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Improving Refinery Corrosion Monitoring

by | May 19, 2017 | Downstream Hydrocarbons, Industrial IoT, Industry

Jim Cahill

Jim Cahill

Chief Blogger, Social Marketing Leader

With the diversification of crude oil types brought about by U.S. shale production, refineries have increased risk for vessel and piping corrosion. Many of the aging refineries also are operating past the design life of some of their plant assets.

Emerson's Jake Davies

In a Chemical Processing article, Refineries: Rethink Corrosion Monitoring, Emerson’s Jake Davies describes some of these challenges and ways that wireless corrosion monitoring can help to address them.

Chemical Processing- Refineries: Rethink Corrosion MonitoringCorrosion can:

…lead to deterioration of pipe and vessel walls. Loss of equipment integrity can result in unplanned downtime and costly repairs or, in the worst case, a catastrophic event posing major risk to personnel, the environment and stakeholder value.

Shale oils, crude oils shipped by rail and oil sands crude all may contain various added chemicals from their respective production processes. For example, rail car transported crude may contain:

…H2S passivator chemicals that can introduce other corrosion-related problems. These amine-based compounds can deposit as salts in the top section of crude towers, top pump-around and draw trays — with the resulting possibility of more corrosion.

Jake notes that many of these non-traditional crude oil sources also have a higher total acid number (TAN) which also drives increased corrosion. Two methods for addressing these corrosive effects include:

…upgrading the metallurgy of many or all the susceptible areas, often to expensive high-nickel alloys or titanium; or using chemical corrosion inhibition treatment.

Jake explains that either approach should:

…include online corrosion monitoring at critical locations to verify the state of the metallurgy upgrade or the inhibitor distribution and effectiveness. Alternatively, online corrosion monitoring can validate that the existing mitigation strategy is performing adequately.

He shares some of units most at risk including sour-water strippers, crude and amine units and terminal jetties to name a few.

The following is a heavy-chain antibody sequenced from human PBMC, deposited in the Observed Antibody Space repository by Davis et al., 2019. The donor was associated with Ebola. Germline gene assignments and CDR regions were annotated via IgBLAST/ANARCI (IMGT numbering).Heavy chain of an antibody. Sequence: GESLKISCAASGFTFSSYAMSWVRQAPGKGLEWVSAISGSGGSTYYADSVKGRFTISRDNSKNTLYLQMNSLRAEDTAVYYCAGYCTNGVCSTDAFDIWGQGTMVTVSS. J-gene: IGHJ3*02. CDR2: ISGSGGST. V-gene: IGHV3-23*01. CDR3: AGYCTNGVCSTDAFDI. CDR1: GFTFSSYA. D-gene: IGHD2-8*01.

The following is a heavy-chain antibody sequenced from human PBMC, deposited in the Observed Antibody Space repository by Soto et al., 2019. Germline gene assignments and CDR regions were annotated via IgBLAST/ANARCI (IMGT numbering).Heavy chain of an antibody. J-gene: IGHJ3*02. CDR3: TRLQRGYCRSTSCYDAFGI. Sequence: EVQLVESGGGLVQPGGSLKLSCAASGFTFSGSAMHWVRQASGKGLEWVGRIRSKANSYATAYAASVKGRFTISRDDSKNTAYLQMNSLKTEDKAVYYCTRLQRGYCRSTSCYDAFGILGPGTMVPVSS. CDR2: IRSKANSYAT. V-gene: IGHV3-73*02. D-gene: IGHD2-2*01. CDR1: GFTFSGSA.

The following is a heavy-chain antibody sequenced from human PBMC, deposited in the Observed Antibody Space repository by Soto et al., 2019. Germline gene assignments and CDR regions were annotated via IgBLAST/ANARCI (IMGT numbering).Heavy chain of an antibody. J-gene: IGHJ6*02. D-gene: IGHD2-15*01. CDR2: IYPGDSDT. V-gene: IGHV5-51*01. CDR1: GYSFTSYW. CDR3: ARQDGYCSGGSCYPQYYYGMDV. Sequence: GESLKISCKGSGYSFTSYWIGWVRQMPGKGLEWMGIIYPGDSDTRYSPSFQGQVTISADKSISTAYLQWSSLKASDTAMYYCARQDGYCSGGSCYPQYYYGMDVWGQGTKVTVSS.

Traditional corrosion monitoring has been performed with the use of probes. Corrosion on the tip of the immersed probe can approximate the corrosion on the vessel or pipe wall. He notes two disadvantages of probes:

  1. The center-line measured corrosion at the tip may not match the corrosion rate at the pipe wall.
  2. The tip often corrodes away after two to three years while many refineries now operate five or more years between major turnarounds.

Ultrasonic technology can be used to measure wall thickness. This testing has traditionally been performed manually at intervals of many months to years.

Externally mounted, wireless ultrasonic sensors are now available to measure wall thickness. These sensors enable plant personnel:

…to make the right decisions at the right time about when and where to carry out critical maintenance to support safer and more-economic operations.

Read the article for more on examples of use in sour-water strippers and the results achieved.

You can connect and interact with other wireless instrumentation experts in the Wireless group in the Emerson Exchange 365 community.

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The opinions expressed here are the personal opinions of the authors. Content published here is not read or approved by Emerson before it is posted and does not necessarily represent the views and opinions of Emerson.